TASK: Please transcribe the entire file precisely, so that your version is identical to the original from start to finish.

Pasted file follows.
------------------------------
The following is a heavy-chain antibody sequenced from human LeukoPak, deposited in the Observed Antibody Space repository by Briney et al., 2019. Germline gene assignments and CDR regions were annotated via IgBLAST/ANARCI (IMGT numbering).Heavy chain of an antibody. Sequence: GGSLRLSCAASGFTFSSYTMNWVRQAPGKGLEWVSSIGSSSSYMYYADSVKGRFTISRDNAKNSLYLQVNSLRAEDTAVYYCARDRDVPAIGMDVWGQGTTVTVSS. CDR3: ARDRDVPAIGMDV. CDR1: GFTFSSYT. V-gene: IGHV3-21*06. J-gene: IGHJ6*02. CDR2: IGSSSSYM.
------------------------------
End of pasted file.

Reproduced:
The following is a heavy-chain antibody sequenced from human LeukoPak, deposited in the Observed Antibody Space repository by Briney et al., 2019. Germline gene assignments and CDR regions were annotated via IgBLAST/ANARCI (IMGT numbering).Heavy chain of an antibody. Sequence: GGSLRLSCAASGFTFSSYTMNWVRQAPGKGLEWVSSIGSSSSYMYYADSVKGRFTISRDNAKNSLYLQVNSLRAEDTAVYYCARDRDVPAIGMDVWGQGTTVTVSS. CDR3: ARDRDVPAIGMDV. CDR1: GFTFSSYT. V-gene: IGHV3-21*06. J-gene: IGHJ6*02. CDR2: IGSSSSYM.